STATEMENT: RFU ‘very aware’ of protest threat ahead of Premiership final at Twickenham - Ruck

STATEMENT: RFU ‘very aware’ of protest threat ahead of Premiership final at Twickenham

The Gallagher Premiership final organisers are on high alert for potential pitch invasions at Twickenham this weekend.

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Table-toppers Northampton Saints are set to clash with Bath on Saturday at the iconic home of English rugby, marking the league’s quickest sell-out in history.

Last year’s final between Saracens and Sale was disrupted by an Extinction Rebellion protester, and just last week, three people were charged following pitch invasions at the Champions League final at Wembley.

“Last year was regrettable,” Rob Calder, the organisation’s chief growth officer, said ahead of the final.

JUST STOP OIL PROTESTERS ON THE PITCH and is removed by Tom Curry of Sale Sharks during the Gallagher Premiership Rugby Final Match between Saracens and Sale Sharks at Twickenham Stadium on 27 May 2023. Photo: Phil Mingo/PPAUK

“We don’t want to encourage that and we are in close conversation, well in advance of this week and the next few days.

“The RFU are clearly responsible for anything that happens of that nature so they are all over it so fingers crossed there won’t be anything like that again. 

“RFU security are dealing with that. They are very aware of the threat of something like that.”

The RFU said that its security operations are “continually assessed and proportionate to the size and scale of event taking place at the stadium at any given time”.

Nigel Owens Reveals the Top 5 Rugby Stadiums with the Best Atmosphere

Legendary referee Nigel Owens has handpicked three stadiums where he experienced the most electrifying atmospheres during his career, surprisingly omitting his beloved Principality Stadium in Cardiff from the list.

However, Owens prefaced his ranking with an explanation:

“It doesn’t really matter what game is taking place at the Principality Stadium, there is just something special about it. It’s the way it’s built, where it is, the atmosphere that those factors combine to generate.

“Judgement Day is great, European Cup matches there are the same and obviously top internationals are on another level. To me, that is the best stadium in the world but I will leave that out of my selections below because I am, of course, Welsh and maybe a little biased!”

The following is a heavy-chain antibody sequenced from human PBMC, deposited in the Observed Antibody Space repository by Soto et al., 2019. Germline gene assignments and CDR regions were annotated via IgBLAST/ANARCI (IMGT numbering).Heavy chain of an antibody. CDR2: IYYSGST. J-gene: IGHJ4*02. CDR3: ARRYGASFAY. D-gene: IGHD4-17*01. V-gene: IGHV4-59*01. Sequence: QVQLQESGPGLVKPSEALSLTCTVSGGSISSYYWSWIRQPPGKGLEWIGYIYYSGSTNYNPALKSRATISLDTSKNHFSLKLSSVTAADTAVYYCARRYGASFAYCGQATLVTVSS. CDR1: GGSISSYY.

Explore his entire top five below

#5. Stade de France, Paris

The first of the international grounds on our list of the best stadiums in world rugby, the atmosphere in Stade de France mirrors their national team: boisterous and joyful when on the front foot, but quiet and frail when behind.

Owens wrote: “When you’re inside the Stade de France it’s an incredible stadium.

“The atmosphere is up there with the best and I absolutely loved refereeing there but the actual location of the stadium is not the best, there isn’t a lot going on around it, it’s the total opposite to Cardiff in many ways.”

He added: “I did the 2018 game here when Johnny Sexton kicked a 45 metre drop goal after 46 phases to win the match and set Ireland on their way to a Grand Slam that year. France had scored the only try of the match to take the lead in the 72nd minute and the crowd were going crazy, it was so loud and La Marseillaise was being sung.

“But Ireland were just relentless in that closing passage leading to the drop goal. People talk about the pressure on Sexton, well they want to know what it’s like refereeing at that stage of a match! You know any decision you make is probably going to decide the outcome. You can’t afford to get it wrong.

“But that stadium is absolutely rocking when France are hitting their straps. A special place to referee.”

#4. Thomond Park, Limerick

Owens wrote: “For me, few things beat Thomond Park on a European Cup weekend. That is an experience that should be on every rugby fan’s bucket list. When there are 28,000 in there for games against the likes of Toulouse, Leicester or Clermont – all of which I’ve refereed there – then it doesn’t half take some beating.”

He added: “Refereeing Leinster v Munster in Dublin was one thing, but refereeing the same fixture at Thomond Park is something else entirely. It was a very difficult game to referee because of the intensity of the crowd and the players responding to that.

“When you are in that stadium and all those thousands of supporters are singing Fields of Athenry, it really is breathtaking.”

Credit: Karmacomatic